“The plus-size fashion-blogging community here in Toronto has really developed over the last couple of years,” says Ward, who is a blogger as well as a storeowner. Killer Kurves, Franceta Johnson, Round Raglan Road, XXElle, and Big Hips Red Lips are all a prominent part of that community.
Addition Elle has realized how powerful these bloggers are and changed its product lines to match the fashion-hungry tastes of women like them. In 2011, Roslyn Griner joined the company as the VP of marketing and visual display, then set to work distinguishing Addition Elle from Penningtons (both are owned by Reitmans), the more mumsy of the plus brands. “Basically, all of the product offerings on the market kind of looked like Talbots,” says Griner. “I thought there was really a lack of trends to speak to a younger generation.”
Griner invites style bloggers to launches for new lines and asks them for input on what the store should be carrying. Their impact is apparent: Addition Elle overhauled its merchandise by adding brand-name denim from Levi’s, Buffalo, Parasuco, and DKNY, energizing its in-house labels, and carrying bolder items, such as coloured and metallic jeans. “It used to be that people wore black—black was the number-one colour,” says Griner of Addition Elle’s customers. “Now all we see in terms of trends at the checkout is colour. Anything that’s trendy is what sells faster.” The company just opened a new flagship location across from the Eaton Centre. It’s almost intimidatingly sleek, thanks to design firm Callison, whose client list includes Louis Vuitton, Fendi, and Chanel.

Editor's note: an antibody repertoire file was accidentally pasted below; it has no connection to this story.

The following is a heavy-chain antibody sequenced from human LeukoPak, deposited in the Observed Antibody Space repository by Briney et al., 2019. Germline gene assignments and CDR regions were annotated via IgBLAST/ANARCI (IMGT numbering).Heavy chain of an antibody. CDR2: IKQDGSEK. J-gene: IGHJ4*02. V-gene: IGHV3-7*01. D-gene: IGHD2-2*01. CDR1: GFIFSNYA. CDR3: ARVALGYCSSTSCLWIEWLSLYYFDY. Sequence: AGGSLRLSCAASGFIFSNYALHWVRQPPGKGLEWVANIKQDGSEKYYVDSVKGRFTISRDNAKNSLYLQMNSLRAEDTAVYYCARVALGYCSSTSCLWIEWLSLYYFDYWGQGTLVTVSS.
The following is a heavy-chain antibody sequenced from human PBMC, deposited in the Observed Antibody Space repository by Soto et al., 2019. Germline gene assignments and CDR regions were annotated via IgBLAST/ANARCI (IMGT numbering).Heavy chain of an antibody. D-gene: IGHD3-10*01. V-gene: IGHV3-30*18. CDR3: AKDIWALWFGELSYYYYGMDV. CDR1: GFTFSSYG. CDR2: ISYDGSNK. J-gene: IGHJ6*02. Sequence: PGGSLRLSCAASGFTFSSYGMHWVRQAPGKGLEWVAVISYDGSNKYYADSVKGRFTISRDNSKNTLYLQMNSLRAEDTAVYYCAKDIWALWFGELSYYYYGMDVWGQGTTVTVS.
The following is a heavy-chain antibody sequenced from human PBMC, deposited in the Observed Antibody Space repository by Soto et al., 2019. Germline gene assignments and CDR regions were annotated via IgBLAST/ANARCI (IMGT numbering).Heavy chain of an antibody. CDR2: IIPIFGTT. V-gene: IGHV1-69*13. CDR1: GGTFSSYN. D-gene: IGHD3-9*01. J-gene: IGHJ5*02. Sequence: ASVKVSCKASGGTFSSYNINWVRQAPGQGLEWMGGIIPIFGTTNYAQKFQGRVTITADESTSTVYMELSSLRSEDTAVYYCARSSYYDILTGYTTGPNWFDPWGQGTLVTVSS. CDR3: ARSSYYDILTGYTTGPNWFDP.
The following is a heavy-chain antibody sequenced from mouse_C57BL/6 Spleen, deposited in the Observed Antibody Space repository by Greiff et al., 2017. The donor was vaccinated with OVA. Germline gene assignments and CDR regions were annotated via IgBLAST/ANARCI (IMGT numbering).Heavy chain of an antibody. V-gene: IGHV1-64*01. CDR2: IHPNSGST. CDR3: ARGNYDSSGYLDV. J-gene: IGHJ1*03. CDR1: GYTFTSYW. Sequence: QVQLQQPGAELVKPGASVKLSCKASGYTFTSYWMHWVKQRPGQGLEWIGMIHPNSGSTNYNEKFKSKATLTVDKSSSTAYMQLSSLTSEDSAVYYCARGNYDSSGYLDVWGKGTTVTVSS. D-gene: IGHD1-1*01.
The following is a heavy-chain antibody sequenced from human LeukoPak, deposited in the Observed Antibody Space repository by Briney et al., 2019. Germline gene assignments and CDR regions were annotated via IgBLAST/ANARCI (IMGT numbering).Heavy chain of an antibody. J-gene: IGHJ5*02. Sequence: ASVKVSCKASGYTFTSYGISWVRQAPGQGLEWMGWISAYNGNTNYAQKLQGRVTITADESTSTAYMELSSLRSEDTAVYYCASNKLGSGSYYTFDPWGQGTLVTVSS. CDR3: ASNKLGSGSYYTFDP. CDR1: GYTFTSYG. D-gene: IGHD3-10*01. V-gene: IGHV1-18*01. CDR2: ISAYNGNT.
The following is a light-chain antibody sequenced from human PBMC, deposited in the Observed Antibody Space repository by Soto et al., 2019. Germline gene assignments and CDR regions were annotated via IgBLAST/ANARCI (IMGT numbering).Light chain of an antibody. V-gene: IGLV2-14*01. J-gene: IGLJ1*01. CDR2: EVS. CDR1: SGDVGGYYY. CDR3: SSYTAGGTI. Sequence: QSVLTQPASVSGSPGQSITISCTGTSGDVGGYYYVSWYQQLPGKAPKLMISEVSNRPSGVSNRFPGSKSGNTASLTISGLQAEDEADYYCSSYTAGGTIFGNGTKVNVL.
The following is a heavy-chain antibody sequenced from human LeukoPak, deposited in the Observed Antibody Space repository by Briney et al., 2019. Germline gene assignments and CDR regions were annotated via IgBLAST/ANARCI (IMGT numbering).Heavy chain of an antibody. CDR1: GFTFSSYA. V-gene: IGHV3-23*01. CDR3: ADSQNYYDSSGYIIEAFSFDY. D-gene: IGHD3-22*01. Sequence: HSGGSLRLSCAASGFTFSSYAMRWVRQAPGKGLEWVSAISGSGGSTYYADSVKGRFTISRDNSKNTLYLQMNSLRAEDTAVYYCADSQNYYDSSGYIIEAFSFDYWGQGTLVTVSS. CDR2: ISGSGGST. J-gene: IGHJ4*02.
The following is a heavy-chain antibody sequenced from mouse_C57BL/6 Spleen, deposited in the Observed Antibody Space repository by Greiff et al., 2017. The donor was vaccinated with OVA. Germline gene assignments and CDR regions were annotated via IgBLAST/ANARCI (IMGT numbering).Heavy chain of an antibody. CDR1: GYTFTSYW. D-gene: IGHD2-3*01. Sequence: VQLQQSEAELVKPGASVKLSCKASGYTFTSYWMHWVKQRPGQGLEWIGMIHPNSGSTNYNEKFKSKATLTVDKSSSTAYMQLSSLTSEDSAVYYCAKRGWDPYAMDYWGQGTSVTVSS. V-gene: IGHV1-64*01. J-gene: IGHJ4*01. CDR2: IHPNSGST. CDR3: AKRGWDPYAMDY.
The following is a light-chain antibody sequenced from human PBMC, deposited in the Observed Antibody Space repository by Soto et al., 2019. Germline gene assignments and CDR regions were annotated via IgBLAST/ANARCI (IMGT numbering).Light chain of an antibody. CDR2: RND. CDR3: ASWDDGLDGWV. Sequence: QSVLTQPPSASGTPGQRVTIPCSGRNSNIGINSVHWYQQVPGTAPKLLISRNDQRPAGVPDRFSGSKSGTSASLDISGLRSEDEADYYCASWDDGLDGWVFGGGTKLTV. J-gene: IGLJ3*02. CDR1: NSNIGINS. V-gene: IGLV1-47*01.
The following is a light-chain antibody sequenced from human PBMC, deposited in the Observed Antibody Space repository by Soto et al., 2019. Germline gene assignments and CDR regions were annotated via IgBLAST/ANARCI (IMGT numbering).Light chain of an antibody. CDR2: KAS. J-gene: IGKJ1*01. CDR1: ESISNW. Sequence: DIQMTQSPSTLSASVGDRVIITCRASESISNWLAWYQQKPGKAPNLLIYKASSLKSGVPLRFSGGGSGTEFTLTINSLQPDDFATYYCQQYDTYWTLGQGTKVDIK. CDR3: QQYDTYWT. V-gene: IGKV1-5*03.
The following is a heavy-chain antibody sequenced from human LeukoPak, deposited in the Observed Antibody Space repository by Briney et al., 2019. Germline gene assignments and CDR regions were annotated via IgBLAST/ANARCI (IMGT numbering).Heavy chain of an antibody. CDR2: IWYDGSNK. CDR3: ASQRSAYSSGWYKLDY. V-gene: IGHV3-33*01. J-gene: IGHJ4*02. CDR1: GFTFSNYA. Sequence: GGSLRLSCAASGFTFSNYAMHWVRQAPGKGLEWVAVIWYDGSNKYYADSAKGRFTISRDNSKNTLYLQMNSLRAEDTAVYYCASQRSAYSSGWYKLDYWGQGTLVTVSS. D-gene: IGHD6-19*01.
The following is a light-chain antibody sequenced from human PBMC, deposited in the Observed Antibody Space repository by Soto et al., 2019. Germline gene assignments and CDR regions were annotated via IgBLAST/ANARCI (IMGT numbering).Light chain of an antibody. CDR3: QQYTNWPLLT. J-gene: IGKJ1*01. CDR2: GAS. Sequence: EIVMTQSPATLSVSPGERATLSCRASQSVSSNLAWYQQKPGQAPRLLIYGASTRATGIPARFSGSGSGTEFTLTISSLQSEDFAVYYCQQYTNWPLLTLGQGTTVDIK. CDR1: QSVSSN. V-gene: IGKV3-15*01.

Twenty-nine-year-old Toronto designer Jessica Biffi has seen the store’s dramatic change. “When I was a kid, I shopped at Addition Elle and I hated it,” she says. “I felt like a 50-year-old woman trying to look like a 15 year old.” Since being a finalist on Project Runway Canada in 2009, Biffi has designed two collections for Addition Elle; both sold very well. “It wasn’t until young and youthful women started coming up in the plus-size market and voicing their opinions that [retailers were] forced to change things up,” she says. “There are more plus-size women than just the grandmas and moms. There’s the teenager in high school, there’s the young PR person, there’s the girl in fashion school.”